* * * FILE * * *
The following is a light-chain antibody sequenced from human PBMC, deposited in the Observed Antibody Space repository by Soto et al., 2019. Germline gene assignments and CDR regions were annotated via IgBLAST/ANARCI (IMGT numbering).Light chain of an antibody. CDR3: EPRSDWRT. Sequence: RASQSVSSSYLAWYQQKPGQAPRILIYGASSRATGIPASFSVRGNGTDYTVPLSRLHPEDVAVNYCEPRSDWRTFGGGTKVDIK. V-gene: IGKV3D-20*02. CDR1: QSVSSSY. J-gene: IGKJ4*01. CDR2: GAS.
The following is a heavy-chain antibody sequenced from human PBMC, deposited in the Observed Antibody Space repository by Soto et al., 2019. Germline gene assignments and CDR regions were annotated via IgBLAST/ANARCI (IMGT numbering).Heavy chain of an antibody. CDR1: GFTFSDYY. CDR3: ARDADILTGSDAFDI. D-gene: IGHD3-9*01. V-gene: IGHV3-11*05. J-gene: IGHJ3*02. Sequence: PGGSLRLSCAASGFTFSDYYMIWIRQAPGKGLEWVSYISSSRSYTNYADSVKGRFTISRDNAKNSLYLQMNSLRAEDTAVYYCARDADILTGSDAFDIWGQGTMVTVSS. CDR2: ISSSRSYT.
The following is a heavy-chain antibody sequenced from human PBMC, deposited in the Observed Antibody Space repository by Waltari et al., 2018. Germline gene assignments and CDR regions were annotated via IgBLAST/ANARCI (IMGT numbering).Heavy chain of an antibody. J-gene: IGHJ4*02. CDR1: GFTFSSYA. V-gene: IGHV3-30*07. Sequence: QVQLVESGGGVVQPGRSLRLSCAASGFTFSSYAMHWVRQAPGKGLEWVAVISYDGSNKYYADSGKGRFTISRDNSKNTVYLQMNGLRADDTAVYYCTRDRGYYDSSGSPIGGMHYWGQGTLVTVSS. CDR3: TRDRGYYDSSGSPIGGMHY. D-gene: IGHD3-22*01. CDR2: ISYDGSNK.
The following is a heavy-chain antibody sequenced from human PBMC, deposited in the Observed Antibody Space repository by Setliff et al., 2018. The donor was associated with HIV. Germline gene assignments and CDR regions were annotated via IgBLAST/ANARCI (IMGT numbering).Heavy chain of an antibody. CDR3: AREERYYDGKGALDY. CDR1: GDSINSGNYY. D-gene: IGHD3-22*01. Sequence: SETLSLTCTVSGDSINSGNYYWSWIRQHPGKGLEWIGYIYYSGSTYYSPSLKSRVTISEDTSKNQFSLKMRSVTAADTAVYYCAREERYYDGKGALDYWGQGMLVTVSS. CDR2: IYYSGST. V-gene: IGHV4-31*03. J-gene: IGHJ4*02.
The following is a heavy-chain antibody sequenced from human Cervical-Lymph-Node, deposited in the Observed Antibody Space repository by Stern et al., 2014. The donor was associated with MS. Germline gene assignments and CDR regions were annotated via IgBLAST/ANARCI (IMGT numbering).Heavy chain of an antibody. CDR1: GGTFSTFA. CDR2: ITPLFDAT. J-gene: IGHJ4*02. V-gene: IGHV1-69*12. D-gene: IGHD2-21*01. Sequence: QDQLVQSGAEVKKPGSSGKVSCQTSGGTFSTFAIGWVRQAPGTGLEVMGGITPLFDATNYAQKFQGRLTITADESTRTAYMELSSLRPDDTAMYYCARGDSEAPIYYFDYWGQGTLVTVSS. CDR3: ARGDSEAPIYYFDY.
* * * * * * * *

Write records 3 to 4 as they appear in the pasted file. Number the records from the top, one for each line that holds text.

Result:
The following is a heavy-chain antibody sequenced from human PBMC, deposited in the Observed Antibody Space repository by Waltari et al., 2018. Germline gene assignments and CDR regions were annotated via IgBLAST/ANARCI (IMGT numbering).Heavy chain of an antibody. J-gene: IGHJ4*02. CDR1: GFTFSSYA. V-gene: IGHV3-30*07. Sequence: QVQLVESGGGVVQPGRSLRLSCAASGFTFSSYAMHWVRQAPGKGLEWVAVISYDGSNKYYADSGKGRFTISRDNSKNTVYLQMNGLRADDTAVYYCTRDRGYYDSSGSPIGGMHYWGQGTLVTVSS. CDR3: TRDRGYYDSSGSPIGGMHY. D-gene: IGHD3-22*01. CDR2: ISYDGSNK.
The following is a heavy-chain antibody sequenced from human PBMC, deposited in the Observed Antibody Space repository by Setliff et al., 2018. The donor was associated with HIV. Germline gene assignments and CDR regions were annotated via IgBLAST/ANARCI (IMGT numbering).Heavy chain of an antibody. CDR3: AREERYYDGKGALDY. CDR1: GDSINSGNYY. D-gene: IGHD3-22*01. Sequence: SETLSLTCTVSGDSINSGNYYWSWIRQHPGKGLEWIGYIYYSGSTYYSPSLKSRVTISEDTSKNQFSLKMRSVTAADTAVYYCAREERYYDGKGALDYWGQGMLVTVSS. CDR2: IYYSGST. V-gene: IGHV4-31*03. J-gene: IGHJ4*02.